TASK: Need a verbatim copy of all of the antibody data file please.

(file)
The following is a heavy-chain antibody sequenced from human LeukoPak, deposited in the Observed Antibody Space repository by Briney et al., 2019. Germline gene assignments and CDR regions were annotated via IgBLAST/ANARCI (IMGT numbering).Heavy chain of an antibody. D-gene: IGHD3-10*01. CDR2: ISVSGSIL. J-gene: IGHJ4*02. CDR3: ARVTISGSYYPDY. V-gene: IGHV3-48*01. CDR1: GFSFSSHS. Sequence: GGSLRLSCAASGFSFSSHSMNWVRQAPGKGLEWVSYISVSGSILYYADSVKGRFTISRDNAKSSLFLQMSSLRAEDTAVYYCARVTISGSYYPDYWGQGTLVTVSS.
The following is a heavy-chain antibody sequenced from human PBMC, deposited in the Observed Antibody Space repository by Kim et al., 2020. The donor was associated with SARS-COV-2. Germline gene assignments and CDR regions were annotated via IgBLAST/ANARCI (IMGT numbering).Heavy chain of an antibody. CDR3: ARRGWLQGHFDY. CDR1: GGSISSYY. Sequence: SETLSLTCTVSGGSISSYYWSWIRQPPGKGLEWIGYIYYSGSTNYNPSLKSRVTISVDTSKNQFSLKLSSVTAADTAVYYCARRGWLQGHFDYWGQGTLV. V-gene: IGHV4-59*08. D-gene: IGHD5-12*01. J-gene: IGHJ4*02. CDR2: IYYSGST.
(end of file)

The following is a heavy-chain antibody sequenced from human LeukoPak, deposited in the Observed Antibody Space repository by Briney et al., 2019. Germline gene assignments and CDR regions were annotated via IgBLAST/ANARCI (IMGT numbering).Heavy chain of an antibody. D-gene: IGHD3-10*01. CDR2: ISVSGSIL. J-gene: IGHJ4*02. CDR3: ARVTISGSYYPDY. V-gene: IGHV3-48*01. CDR1: GFSFSSHS. Sequence: GGSLRLSCAASGFSFSSHSMNWVRQAPGKGLEWVSYISVSGSILYYADSVKGRFTISRDNAKSSLFLQMSSLRAEDTAVYYCARVTISGSYYPDYWGQGTLVTVSS.
The following is a heavy-chain antibody sequenced from human PBMC, deposited in the Observed Antibody Space repository by Kim et al., 2020. The donor was associated with SARS-COV-2. Germline gene assignments and CDR regions were annotated via IgBLAST/ANARCI (IMGT numbering).Heavy chain of an antibody. CDR3: ARRGWLQGHFDY. CDR1: GGSISSYY. Sequence: SETLSLTCTVSGGSISSYYWSWIRQPPGKGLEWIGYIYYSGSTNYNPSLKSRVTISVDTSKNQFSLKLSSVTAADTAVYYCARRGWLQGHFDYWGQGTLV. V-gene: IGHV4-59*08. D-gene: IGHD5-12*01. J-gene: IGHJ4*02. CDR2: IYYSGST.